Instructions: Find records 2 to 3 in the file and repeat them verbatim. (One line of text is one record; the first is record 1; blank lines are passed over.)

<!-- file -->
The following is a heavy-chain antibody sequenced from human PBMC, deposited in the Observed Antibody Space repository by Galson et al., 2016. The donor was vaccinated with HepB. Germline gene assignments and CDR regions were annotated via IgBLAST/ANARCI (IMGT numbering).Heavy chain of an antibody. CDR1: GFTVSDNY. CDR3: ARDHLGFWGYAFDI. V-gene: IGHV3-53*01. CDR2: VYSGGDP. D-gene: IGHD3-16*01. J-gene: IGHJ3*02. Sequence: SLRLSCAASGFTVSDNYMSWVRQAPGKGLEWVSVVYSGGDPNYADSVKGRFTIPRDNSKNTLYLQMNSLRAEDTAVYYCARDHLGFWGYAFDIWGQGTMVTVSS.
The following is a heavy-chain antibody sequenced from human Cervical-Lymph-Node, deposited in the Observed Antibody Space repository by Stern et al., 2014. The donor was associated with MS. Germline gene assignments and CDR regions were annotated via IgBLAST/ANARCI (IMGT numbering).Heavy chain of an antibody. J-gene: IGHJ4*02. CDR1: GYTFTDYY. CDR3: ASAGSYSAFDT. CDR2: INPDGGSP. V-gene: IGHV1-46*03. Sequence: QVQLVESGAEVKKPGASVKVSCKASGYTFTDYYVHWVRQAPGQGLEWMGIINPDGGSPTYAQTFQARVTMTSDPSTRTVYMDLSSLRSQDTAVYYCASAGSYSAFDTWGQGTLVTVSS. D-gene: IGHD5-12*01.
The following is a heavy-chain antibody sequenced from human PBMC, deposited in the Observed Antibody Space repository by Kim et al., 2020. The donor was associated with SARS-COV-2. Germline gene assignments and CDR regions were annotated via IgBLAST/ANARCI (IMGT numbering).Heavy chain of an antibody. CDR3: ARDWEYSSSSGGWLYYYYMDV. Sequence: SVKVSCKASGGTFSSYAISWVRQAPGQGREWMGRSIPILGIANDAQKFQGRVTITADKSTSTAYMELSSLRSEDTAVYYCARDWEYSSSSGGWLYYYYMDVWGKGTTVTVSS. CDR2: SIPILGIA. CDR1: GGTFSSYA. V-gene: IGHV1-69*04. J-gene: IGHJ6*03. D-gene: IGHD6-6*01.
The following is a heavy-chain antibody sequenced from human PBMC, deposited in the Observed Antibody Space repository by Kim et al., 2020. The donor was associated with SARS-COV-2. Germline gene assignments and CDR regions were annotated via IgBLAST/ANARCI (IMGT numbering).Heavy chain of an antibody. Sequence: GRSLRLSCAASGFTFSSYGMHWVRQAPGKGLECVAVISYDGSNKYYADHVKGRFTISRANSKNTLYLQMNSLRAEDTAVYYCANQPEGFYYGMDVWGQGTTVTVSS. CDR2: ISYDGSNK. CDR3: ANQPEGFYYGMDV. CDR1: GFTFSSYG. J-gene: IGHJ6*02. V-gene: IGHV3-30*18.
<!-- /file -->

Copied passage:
The following is a heavy-chain antibody sequenced from human Cervical-Lymph-Node, deposited in the Observed Antibody Space repository by Stern et al., 2014. The donor was associated with MS. Germline gene assignments and CDR regions were annotated via IgBLAST/ANARCI (IMGT numbering).Heavy chain of an antibody. J-gene: IGHJ4*02. CDR1: GYTFTDYY. CDR3: ASAGSYSAFDT. CDR2: INPDGGSP. V-gene: IGHV1-46*03. Sequence: QVQLVESGAEVKKPGASVKVSCKASGYTFTDYYVHWVRQAPGQGLEWMGIINPDGGSPTYAQTFQARVTMTSDPSTRTVYMDLSSLRSQDTAVYYCASAGSYSAFDTWGQGTLVTVSS. D-gene: IGHD5-12*01.
The following is a heavy-chain antibody sequenced from human PBMC, deposited in the Observed Antibody Space repository by Kim et al., 2020. The donor was associated with SARS-COV-2. Germline gene assignments and CDR regions were annotated via IgBLAST/ANARCI (IMGT numbering).Heavy chain of an antibody. CDR3: ARDWEYSSSSGGWLYYYYMDV. Sequence: SVKVSCKASGGTFSSYAISWVRQAPGQGREWMGRSIPILGIANDAQKFQGRVTITADKSTSTAYMELSSLRSEDTAVYYCARDWEYSSSSGGWLYYYYMDVWGKGTTVTVSS. CDR2: SIPILGIA. CDR1: GGTFSSYA. V-gene: IGHV1-69*04. J-gene: IGHJ6*03. D-gene: IGHD6-6*01.